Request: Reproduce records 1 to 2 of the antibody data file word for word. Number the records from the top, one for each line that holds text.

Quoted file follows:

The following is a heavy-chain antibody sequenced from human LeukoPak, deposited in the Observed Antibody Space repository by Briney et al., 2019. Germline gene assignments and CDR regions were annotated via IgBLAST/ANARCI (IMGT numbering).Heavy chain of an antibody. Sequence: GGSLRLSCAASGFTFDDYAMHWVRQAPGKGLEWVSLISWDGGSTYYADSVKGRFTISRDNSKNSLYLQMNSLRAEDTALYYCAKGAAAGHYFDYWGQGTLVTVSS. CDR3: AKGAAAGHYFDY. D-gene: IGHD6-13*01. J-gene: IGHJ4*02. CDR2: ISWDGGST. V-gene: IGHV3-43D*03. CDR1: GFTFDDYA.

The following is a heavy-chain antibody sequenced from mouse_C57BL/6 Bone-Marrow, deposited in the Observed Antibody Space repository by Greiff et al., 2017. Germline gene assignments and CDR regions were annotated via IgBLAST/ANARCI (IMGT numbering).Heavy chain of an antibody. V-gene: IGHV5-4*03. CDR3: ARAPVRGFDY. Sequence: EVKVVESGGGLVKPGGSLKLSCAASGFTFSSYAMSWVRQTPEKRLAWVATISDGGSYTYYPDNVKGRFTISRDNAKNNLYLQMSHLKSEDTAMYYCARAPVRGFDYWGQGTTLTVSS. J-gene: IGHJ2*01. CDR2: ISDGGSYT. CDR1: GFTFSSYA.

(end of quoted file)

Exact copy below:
The following is a heavy-chain antibody sequenced from human LeukoPak, deposited in the Observed Antibody Space repository by Briney et al., 2019. Germline gene assignments and CDR regions were annotated via IgBLAST/ANARCI (IMGT numbering).Heavy chain of an antibody. Sequence: GGSLRLSCAASGFTFDDYAMHWVRQAPGKGLEWVSLISWDGGSTYYADSVKGRFTISRDNSKNSLYLQMNSLRAEDTALYYCAKGAAAGHYFDYWGQGTLVTVSS. CDR3: AKGAAAGHYFDY. D-gene: IGHD6-13*01. J-gene: IGHJ4*02. CDR2: ISWDGGST. V-gene: IGHV3-43D*03. CDR1: GFTFDDYA.

The following is a heavy-chain antibody sequenced from mouse_C57BL/6 Bone-Marrow, deposited in the Observed Antibody Space repository by Greiff et al., 2017. Germline gene assignments and CDR regions were annotated via IgBLAST/ANARCI (IMGT numbering).Heavy chain of an antibody. V-gene: IGHV5-4*03. CDR3: ARAPVRGFDY. Sequence: EVKVVESGGGLVKPGGSLKLSCAASGFTFSSYAMSWVRQTPEKRLAWVATISDGGSYTYYPDNVKGRFTISRDNAKNNLYLQMSHLKSEDTAMYYCARAPVRGFDYWGQGTTLTVSS. J-gene: IGHJ2*01. CDR2: ISDGGSYT. CDR1: GFTFSSYA.